Strategic planning has traditionally been viewed as setting long-term direction based on wellfounded predictions, analysis of options, and key decisions about the future of an organization. Conversely, some water utilities have viewed themselves as victims of circumstance and felt that
strategic planning was futile. Other utilities, while embracing strategic planning concepts, have attempted to embark on strategies without sufficient external input, internal participation and alignment, adequate commitment of resources, or flexibility in plan execution. Utilities today
must adapt quickly to complex changes in workforce, infrastructure, technology, and regulations, as well as outside factors of the economy, security issues, and societal trends. Linear, cause-and-effect strategic planning does not work well in today's world. Given these uncertainties,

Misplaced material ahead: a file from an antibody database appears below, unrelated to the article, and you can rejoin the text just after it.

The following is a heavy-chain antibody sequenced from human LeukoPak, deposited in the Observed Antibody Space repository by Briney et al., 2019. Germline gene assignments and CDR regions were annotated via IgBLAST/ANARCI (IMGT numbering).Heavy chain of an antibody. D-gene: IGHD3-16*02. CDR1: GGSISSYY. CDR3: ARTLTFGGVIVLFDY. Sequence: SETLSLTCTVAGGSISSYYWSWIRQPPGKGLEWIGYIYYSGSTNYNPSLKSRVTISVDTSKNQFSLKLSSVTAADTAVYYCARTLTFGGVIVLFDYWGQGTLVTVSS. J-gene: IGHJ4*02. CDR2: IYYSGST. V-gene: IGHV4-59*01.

how can utilities develop meaningful and useful strategic plans? Without a plan, most utilities will be caught up in the crisis of the day. So how can a plan be developed and carried out to address the real strategic issues? Faced with these challenges, a group of 18 leading
water and wastewater utilities throughout North America, with additional international utility partners, have developed new ways of strategic planning. This project, called “Strategic Planning and Organizational Development for Water Utilities,” sponsored by AwwaRF and conducted
by EMA, has created a dynamic and flexible strategic planning framework. This new framework, coupled with many of these utilities’ experiences in strategic planning, is the subject of this paper.
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